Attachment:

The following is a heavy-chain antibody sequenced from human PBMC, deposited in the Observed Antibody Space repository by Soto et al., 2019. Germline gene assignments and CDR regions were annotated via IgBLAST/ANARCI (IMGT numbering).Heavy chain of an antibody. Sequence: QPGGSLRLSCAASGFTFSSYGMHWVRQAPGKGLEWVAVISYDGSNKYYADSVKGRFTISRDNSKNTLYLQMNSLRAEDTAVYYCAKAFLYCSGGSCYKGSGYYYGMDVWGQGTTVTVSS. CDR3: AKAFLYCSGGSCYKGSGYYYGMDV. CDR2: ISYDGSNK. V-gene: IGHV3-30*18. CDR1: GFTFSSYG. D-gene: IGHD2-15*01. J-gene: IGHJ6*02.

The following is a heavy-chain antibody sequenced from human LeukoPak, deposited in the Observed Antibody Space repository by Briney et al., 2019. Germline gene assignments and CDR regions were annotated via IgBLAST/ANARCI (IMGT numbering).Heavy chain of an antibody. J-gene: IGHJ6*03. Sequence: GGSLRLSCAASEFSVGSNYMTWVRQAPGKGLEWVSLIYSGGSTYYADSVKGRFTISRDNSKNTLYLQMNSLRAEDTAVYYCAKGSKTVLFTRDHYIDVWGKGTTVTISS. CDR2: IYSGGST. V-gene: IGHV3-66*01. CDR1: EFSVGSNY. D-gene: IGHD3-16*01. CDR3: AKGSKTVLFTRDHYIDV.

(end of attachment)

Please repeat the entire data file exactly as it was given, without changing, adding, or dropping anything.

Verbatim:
The following is a heavy-chain antibody sequenced from human PBMC, deposited in the Observed Antibody Space repository by Soto et al., 2019. Germline gene assignments and CDR regions were annotated via IgBLAST/ANARCI (IMGT numbering).Heavy chain of an antibody. Sequence: QPGGSLRLSCAASGFTFSSYGMHWVRQAPGKGLEWVAVISYDGSNKYYADSVKGRFTISRDNSKNTLYLQMNSLRAEDTAVYYCAKAFLYCSGGSCYKGSGYYYGMDVWGQGTTVTVSS. CDR3: AKAFLYCSGGSCYKGSGYYYGMDV. CDR2: ISYDGSNK. V-gene: IGHV3-30*18. CDR1: GFTFSSYG. D-gene: IGHD2-15*01. J-gene: IGHJ6*02.

The following is a heavy-chain antibody sequenced from human LeukoPak, deposited in the Observed Antibody Space repository by Briney et al., 2019. Germline gene assignments and CDR regions were annotated via IgBLAST/ANARCI (IMGT numbering).Heavy chain of an antibody. J-gene: IGHJ6*03. Sequence: GGSLRLSCAASEFSVGSNYMTWVRQAPGKGLEWVSLIYSGGSTYYADSVKGRFTISRDNSKNTLYLQMNSLRAEDTAVYYCAKGSKTVLFTRDHYIDVWGKGTTVTISS. CDR2: IYSGGST. V-gene: IGHV3-66*01. CDR1: EFSVGSNY. D-gene: IGHD3-16*01. CDR3: AKGSKTVLFTRDHYIDV.